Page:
On this page Skip this page navigation
What alternate-leaf dogwood looks like
Size and shape
- Slow growing shrub/small tree.
- Reaches 8 to 10 metres high.
- Dark green on top and light green with fine hairs below (6 to 12 centimetres long).
- Half as wide with 5 to 6 deep, curved veins.
- Leaves are alternate and arranged in clusters at end of branches.
- Bright green with vertical white streaks.
- New growth/twigs are purple.
- Creamy-white, occurring in clusters in May-June.
- Berries are dark blue on red stalks.
- Grow in mid-summer.
Where alternate-leaf dogwood is found
Alternate-leaf dogwood is a common understory or forest-edge species throughout Southern Ontario and in parts of Central Ontario. Isolated populations occur near Thunder Bay and Lake of the Woods.
What to know to grow alternate-leaf dogwood
- Moisture: prefers evenly moist soils.
- Shade: prefers partial shade to full sun with plenty of moisture.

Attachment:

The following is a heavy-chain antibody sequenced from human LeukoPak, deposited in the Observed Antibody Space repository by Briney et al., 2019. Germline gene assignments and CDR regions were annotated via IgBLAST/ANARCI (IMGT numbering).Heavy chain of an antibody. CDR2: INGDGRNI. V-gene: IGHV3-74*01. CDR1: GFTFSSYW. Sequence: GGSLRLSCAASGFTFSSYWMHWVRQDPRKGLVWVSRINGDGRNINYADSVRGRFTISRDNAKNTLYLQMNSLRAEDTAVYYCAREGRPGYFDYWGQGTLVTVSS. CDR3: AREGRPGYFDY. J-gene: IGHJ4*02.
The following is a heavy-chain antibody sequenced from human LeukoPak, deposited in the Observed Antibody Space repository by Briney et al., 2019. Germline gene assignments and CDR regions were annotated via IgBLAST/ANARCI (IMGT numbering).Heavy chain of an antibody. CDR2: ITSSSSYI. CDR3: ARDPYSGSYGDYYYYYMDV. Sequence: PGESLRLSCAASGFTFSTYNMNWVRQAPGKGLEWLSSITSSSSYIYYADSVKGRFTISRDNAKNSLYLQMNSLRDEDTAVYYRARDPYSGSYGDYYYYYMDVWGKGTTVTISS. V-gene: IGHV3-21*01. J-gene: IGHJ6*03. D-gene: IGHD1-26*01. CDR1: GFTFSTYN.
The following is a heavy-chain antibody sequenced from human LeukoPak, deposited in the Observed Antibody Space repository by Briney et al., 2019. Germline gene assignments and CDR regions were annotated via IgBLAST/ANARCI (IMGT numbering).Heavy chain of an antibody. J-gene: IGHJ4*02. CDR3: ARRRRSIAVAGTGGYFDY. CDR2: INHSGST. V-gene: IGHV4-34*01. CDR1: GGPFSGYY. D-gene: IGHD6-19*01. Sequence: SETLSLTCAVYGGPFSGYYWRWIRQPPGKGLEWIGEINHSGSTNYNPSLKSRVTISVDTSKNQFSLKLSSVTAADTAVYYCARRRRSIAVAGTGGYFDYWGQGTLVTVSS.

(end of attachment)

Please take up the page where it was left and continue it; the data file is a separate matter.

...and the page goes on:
- Soil: prefers nutrient rich, acidic, well-drained deep soils.
- Planting tip: mulch well with 8 centimetres of bark mulch or plant near the sloped edge of a waterbody where roots can access water in summer.
Benefits and uses of alternate-leaf dogwood
- Provides nesting habitat for birds.
- Twigs and leaves are browsed by rabbits, deer and beaver.
- Berries are eaten by birds, chipmunks and bears.
- The flower’s sweet smell attracts many types of insects for pollination, including butterflies, moths and other insects.
Alternate-leaf dogwood is commonly grown as a landscape ornamental.
Fun facts about alternate-leaf dogwood
- Alternate-leaf dogwood is a host for larval spring azure butterflies. These showy butterflies are attracted to the flowers for their nectar.
Updated: October 17, 2022
Published: July 17, 2014